Yesterday evening, we had the third session of Nobilis; and, as usual, I took a night’s sleep to let things settle and gather my thoughts before writing something up.
Setting and Style
The game is getting a little more settled for me now; there’s more grounding as we’re establishing more of the world. The characters themselves are also getting more settled, which is helping me find some handholds to engage with the game. My character, the noble of Fantasy, has taken on an otherworldly, only half-there half the time kind of attitude towards the fiction, which I’m enjoying to play. I’m glad to see that the GM is taken a bit of a Gaiman-esque approach to it as well, and the world he’s establishing is reminding me somewhat of American Gods. We went into the realm of another Noble by virtue of some manner of diner in the regular world, where somehow a 2.5m-tall figure could stride in without a problem. I’m enjoying this unheimlich aspect of the world, where everything is just a bit off somehow. I also appreciate that the GM leaned into what my character has been bringing into the fiction as well, but having the Lady of Mercury also hint at being a little odd. It’s always good when the GM understands where you’re trying to go with a character.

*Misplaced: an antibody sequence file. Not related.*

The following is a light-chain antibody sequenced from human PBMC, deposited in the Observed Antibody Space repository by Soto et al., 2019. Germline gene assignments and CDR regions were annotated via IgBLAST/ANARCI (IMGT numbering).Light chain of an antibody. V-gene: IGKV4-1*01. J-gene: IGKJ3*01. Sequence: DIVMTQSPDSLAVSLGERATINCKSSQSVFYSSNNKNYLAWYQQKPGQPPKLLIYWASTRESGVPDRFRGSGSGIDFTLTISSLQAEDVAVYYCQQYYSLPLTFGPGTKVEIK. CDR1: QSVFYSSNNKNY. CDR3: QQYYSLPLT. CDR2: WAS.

Comparatively, I’ve had some trouble communicating the same to the other players. I’ve been trying in-character to convey setting and narrative in a bit of that odd, fantastical manner, but I’ll need to work how on how to do that, as it hasn’t seem to have given the other players enough to latch on to yet. For example, there was a point where my character had knowledge of an NPC being connected to our murder suspect. While my character had mentioned it to one other character in-game, he didn’t act on that further; the other characters came in later, so they were as of yet unaware in-fiction. Sadly, dropping a hint to another character didn’t work to prompt that onwards. Later, whispering about a familiarity in the NPC to our suspect to a third character was sadly misinterpreted as assuming a familial connection rather than a metaphysical one, so again it fell flat. I just had to resort to outright mentioning it, after the scene had already exploded. I’m not sure yet how to rework my character’s interactions with the others to retain the otherwordly feeling while also offering more clarity for them.